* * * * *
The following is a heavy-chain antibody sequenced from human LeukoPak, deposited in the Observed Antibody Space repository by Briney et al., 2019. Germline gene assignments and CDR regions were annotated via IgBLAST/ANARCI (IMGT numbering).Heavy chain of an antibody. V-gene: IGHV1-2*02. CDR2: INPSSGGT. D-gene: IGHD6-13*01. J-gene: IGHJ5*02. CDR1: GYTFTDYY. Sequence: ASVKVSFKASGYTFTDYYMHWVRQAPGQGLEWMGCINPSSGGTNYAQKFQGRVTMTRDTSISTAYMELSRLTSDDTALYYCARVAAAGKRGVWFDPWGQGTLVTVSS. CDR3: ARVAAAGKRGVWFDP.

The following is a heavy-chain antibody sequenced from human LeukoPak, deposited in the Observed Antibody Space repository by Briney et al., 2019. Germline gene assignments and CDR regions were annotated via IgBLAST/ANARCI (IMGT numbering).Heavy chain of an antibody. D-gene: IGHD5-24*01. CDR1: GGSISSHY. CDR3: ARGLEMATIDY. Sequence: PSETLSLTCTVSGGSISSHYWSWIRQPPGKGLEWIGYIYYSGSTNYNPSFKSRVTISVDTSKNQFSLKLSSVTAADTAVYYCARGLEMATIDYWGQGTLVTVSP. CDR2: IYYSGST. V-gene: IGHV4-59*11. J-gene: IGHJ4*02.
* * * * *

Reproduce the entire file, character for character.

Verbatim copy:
The following is a heavy-chain antibody sequenced from human LeukoPak, deposited in the Observed Antibody Space repository by Briney et al., 2019. Germline gene assignments and CDR regions were annotated via IgBLAST/ANARCI (IMGT numbering).Heavy chain of an antibody. V-gene: IGHV1-2*02. CDR2: INPSSGGT. D-gene: IGHD6-13*01. J-gene: IGHJ5*02. CDR1: GYTFTDYY. Sequence: ASVKVSFKASGYTFTDYYMHWVRQAPGQGLEWMGCINPSSGGTNYAQKFQGRVTMTRDTSISTAYMELSRLTSDDTALYYCARVAAAGKRGVWFDPWGQGTLVTVSS. CDR3: ARVAAAGKRGVWFDP.

The following is a heavy-chain antibody sequenced from human LeukoPak, deposited in the Observed Antibody Space repository by Briney et al., 2019. Germline gene assignments and CDR regions were annotated via IgBLAST/ANARCI (IMGT numbering).Heavy chain of an antibody. D-gene: IGHD5-24*01. CDR1: GGSISSHY. CDR3: ARGLEMATIDY. Sequence: PSETLSLTCTVSGGSISSHYWSWIRQPPGKGLEWIGYIYYSGSTNYNPSFKSRVTISVDTSKNQFSLKLSSVTAADTAVYYCARGLEMATIDYWGQGTLVTVSP. CDR2: IYYSGST. V-gene: IGHV4-59*11. J-gene: IGHJ4*02.